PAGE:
Our songs, basically, were like anthems. They were not just any old kind of records — not just music — these were songs that inspired a whole generation of people with regard to civil rights and whatever messages that we had in our music.
— Kenny Gamble
As the primary architects of “the Philly Sound,” songwriter/producers Kenneth Gamble and Leon Huff crafted sophisticated funk classics for The O’Jays, Harold Melvin & the Blues, Teddy Pendergrass, Lou Rawls and others that ushered in the Disco Era, yet were lyrically rich and often message-oriented.
Twenty-five years after their commercial heyday, Gamble & Huff are back in the spotlight. Their 2008 induction into the Rock & Roll Hall of Fame, an appearance on “American Idol” and an ongoing campaign of reissued classics from their Philly International Records label, culminating with the four-CD box set career overview Love Train: The Sound of Philadelphia (Sony Legacy) have made the duo high profile once again.
Our interview with poet/lyricist Kenneth Gamble and keyboardist extraordinaire Leon Huff took place in the second floor studio of Philadelphia International, the site of many of their legendary recording sessions.
Congratulations on your induction in the Rock & Roll Hall of Fame.
Kenny Gamble: Thrill of a lifetime.
And perhaps overdue.
Leon Huff: That’s what everybody says.
You’ve been celebrated and received countless awards. What does this honor, in particular, mean to you?
KG: It’s like the icing on the cake. It’s great just to be inducted in the Rock And Roll Hall of Fame, but it’s even more special because we’re the first-time recipients of the Ahmet Ertegun Award (formerly the “Non-Performer” category, reserved for writers/producers/label founders, etc.) and that makes it different, makes it more special, because of the history of Ahmet Ertegun (founder, Atlantic Records, d. 2006) and his contribution to the industry. We have a lot of respect for him.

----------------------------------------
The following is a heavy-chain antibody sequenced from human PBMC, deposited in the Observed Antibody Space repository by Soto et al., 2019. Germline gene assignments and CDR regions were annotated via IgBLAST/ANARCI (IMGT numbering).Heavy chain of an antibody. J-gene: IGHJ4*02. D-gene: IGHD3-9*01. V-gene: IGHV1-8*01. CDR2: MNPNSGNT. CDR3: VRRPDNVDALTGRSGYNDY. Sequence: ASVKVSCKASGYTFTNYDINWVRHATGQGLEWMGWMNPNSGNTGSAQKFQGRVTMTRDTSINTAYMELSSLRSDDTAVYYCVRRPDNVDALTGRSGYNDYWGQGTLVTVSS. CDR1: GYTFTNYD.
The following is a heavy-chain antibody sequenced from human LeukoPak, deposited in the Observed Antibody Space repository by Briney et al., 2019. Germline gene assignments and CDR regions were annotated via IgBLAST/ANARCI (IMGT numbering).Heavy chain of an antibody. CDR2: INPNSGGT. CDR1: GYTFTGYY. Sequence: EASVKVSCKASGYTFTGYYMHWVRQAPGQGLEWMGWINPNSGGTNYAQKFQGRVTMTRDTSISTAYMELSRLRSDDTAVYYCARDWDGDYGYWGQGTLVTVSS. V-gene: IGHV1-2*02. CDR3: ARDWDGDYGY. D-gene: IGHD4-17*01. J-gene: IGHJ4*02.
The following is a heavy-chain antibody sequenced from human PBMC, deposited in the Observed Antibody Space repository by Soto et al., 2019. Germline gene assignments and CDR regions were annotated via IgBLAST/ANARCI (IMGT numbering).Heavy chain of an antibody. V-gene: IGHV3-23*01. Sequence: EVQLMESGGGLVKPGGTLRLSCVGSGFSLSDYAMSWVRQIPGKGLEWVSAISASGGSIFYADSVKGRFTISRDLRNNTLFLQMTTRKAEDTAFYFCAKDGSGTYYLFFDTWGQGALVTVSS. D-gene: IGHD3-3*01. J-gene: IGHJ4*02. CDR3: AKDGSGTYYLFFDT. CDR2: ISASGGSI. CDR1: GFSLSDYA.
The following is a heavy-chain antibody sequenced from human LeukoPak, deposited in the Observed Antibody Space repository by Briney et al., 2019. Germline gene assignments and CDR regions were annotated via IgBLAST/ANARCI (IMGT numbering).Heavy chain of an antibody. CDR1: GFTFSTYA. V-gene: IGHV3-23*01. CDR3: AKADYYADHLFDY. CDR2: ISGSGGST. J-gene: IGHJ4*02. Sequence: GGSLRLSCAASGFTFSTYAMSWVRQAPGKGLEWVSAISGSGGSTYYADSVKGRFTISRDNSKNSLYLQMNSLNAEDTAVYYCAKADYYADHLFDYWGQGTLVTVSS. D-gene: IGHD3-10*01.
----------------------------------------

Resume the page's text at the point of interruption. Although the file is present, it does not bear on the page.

And you did some good work for him years ago, too.
KG: Yeah, we worked with Atlantic, and we knew Ahmet, and we worked really close with Jerry Wexler (Atlantic producer, d. 2008).
It’s also an exciting time because in your new deal with Sony, you’ve sort of gone back home with the outfit that had distributed Philly International back in the ’70s, and, for once, your whole catalog is under one roof, and it really opens up opportunities to put things together and provide a complete history of the label.
KG: It gives an opportunity to do a variety of creative things with the catalog that we haven’t done, so I think this is where we’re gonna be for the duration.
I want to jump back to the early days of the Philadelphia scene — I know you were a huge Dells fan, Kenny, and Leon, on your end of it, who was exciting you? As a keyboard player, were you big into Fats Domino, Jerry Lee Lewis and things like that?
LH: Basically Jerry Lee Lewis… Little Richard. When I was young, I listened to him because he had a hell of a band called The Upsetters, and Little Richard was rockin’ and rolling.
Leon, you were across the river in Camden. Did you have to cross the bridge over to Philly or was there a pretty good local music scene there, too?
LH: Oh, yeah. Camden had a nice music program through the school system; I was the drummer all through elementary school and junior high school. After I graduated i